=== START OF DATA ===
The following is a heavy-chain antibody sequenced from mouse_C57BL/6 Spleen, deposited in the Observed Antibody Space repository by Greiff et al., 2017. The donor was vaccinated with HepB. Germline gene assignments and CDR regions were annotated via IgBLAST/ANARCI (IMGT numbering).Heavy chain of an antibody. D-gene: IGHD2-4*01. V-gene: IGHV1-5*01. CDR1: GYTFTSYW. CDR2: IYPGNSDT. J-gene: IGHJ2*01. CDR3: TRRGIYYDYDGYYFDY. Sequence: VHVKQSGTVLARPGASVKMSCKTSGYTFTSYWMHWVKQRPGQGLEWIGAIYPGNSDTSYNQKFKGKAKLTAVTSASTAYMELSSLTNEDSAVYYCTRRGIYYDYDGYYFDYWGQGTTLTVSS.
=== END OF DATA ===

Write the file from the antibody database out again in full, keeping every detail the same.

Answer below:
The following is a heavy-chain antibody sequenced from mouse_C57BL/6 Spleen, deposited in the Observed Antibody Space repository by Greiff et al., 2017. The donor was vaccinated with HepB. Germline gene assignments and CDR regions were annotated via IgBLAST/ANARCI (IMGT numbering).Heavy chain of an antibody. D-gene: IGHD2-4*01. V-gene: IGHV1-5*01. CDR1: GYTFTSYW. CDR2: IYPGNSDT. J-gene: IGHJ2*01. CDR3: TRRGIYYDYDGYYFDY. Sequence: VHVKQSGTVLARPGASVKMSCKTSGYTFTSYWMHWVKQRPGQGLEWIGAIYPGNSDTSYNQKFKGKAKLTAVTSASTAYMELSSLTNEDSAVYYCTRRGIYYDYDGYYFDYWGQGTTLTVSS.